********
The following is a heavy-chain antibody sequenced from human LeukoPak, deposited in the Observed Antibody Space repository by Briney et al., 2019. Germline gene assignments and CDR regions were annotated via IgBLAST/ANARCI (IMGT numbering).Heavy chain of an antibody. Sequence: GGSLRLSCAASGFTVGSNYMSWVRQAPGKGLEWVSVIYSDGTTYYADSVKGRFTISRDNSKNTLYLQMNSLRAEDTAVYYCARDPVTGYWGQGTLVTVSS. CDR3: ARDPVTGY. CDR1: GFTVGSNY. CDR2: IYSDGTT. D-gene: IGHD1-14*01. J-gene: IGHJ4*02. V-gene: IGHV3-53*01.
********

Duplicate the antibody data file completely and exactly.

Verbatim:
The following is a heavy-chain antibody sequenced from human LeukoPak, deposited in the Observed Antibody Space repository by Briney et al., 2019. Germline gene assignments and CDR regions were annotated via IgBLAST/ANARCI (IMGT numbering).Heavy chain of an antibody. Sequence: GGSLRLSCAASGFTVGSNYMSWVRQAPGKGLEWVSVIYSDGTTYYADSVKGRFTISRDNSKNTLYLQMNSLRAEDTAVYYCARDPVTGYWGQGTLVTVSS. CDR3: ARDPVTGY. CDR1: GFTVGSNY. CDR2: IYSDGTT. D-gene: IGHD1-14*01. J-gene: IGHJ4*02. V-gene: IGHV3-53*01.